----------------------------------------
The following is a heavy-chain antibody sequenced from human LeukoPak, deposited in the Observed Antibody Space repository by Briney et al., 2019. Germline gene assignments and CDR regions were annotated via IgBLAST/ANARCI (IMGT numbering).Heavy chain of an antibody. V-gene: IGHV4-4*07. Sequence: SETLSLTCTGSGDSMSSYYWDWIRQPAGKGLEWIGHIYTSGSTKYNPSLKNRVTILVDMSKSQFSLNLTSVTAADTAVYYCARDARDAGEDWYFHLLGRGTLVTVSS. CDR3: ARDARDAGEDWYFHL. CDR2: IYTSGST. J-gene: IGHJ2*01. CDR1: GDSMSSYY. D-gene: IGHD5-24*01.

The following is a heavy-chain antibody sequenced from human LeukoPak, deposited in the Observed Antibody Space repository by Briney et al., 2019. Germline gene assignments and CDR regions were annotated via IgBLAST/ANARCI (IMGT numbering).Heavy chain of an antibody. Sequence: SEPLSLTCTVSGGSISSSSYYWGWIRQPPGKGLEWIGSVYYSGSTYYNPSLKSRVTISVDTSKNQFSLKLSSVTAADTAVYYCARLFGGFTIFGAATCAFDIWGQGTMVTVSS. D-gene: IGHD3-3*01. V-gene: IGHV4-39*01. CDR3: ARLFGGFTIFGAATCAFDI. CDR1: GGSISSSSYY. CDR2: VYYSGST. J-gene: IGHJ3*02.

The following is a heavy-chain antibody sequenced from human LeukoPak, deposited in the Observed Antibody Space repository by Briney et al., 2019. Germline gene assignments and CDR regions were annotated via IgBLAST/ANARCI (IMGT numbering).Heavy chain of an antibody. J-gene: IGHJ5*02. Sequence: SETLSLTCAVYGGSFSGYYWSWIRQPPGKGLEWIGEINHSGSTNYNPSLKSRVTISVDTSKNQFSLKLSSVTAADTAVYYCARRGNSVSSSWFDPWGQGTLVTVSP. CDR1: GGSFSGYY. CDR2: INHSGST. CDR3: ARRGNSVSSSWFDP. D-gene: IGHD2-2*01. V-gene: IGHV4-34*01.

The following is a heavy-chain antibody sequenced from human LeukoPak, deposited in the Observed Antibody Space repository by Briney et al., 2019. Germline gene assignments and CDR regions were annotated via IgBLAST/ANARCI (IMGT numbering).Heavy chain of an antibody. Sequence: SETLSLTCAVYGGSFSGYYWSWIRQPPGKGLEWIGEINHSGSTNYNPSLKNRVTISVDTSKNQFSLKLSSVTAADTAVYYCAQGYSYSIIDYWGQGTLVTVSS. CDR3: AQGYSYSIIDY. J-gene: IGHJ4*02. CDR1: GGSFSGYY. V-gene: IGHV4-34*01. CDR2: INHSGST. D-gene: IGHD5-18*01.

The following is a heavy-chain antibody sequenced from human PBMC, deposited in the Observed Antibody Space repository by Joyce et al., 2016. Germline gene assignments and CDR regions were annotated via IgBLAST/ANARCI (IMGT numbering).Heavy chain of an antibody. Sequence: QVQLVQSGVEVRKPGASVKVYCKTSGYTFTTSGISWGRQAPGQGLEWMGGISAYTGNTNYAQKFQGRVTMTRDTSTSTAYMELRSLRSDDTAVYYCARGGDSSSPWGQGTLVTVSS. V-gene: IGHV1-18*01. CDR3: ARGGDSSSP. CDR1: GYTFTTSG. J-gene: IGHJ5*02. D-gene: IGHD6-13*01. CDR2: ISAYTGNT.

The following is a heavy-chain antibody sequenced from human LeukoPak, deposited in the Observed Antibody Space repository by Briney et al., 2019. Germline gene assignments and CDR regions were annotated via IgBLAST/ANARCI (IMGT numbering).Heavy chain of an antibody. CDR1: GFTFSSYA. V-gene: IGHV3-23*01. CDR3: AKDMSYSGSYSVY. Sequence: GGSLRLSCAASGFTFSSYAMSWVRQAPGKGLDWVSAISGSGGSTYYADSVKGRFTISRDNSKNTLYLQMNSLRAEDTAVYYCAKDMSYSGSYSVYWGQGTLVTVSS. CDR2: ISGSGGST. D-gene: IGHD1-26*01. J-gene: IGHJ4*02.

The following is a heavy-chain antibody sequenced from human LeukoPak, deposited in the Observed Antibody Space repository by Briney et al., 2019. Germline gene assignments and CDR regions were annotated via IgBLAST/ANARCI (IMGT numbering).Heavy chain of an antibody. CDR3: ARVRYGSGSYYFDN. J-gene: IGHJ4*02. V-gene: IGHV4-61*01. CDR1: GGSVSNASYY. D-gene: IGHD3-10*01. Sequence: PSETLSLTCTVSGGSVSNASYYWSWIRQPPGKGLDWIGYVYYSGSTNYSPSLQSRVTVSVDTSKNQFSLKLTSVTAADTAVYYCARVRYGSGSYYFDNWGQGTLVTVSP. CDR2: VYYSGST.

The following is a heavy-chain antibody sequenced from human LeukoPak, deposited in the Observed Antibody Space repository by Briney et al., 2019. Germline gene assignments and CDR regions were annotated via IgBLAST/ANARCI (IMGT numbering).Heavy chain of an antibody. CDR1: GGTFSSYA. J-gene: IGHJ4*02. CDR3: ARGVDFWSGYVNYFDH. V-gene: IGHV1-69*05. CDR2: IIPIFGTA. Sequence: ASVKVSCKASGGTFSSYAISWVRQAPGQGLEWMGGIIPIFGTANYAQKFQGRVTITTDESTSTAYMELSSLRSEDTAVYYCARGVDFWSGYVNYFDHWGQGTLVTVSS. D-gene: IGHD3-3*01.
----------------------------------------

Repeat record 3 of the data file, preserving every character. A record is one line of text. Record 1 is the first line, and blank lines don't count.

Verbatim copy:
The following is a heavy-chain antibody sequenced from human LeukoPak, deposited in the Observed Antibody Space repository by Briney et al., 2019. Germline gene assignments and CDR regions were annotated via IgBLAST/ANARCI (IMGT numbering).Heavy chain of an antibody. J-gene: IGHJ5*02. Sequence: SETLSLTCAVYGGSFSGYYWSWIRQPPGKGLEWIGEINHSGSTNYNPSLKSRVTISVDTSKNQFSLKLSSVTAADTAVYYCARRGNSVSSSWFDPWGQGTLVTVSP. CDR1: GGSFSGYY. CDR2: INHSGST. CDR3: ARRGNSVSSSWFDP. D-gene: IGHD2-2*01. V-gene: IGHV4-34*01.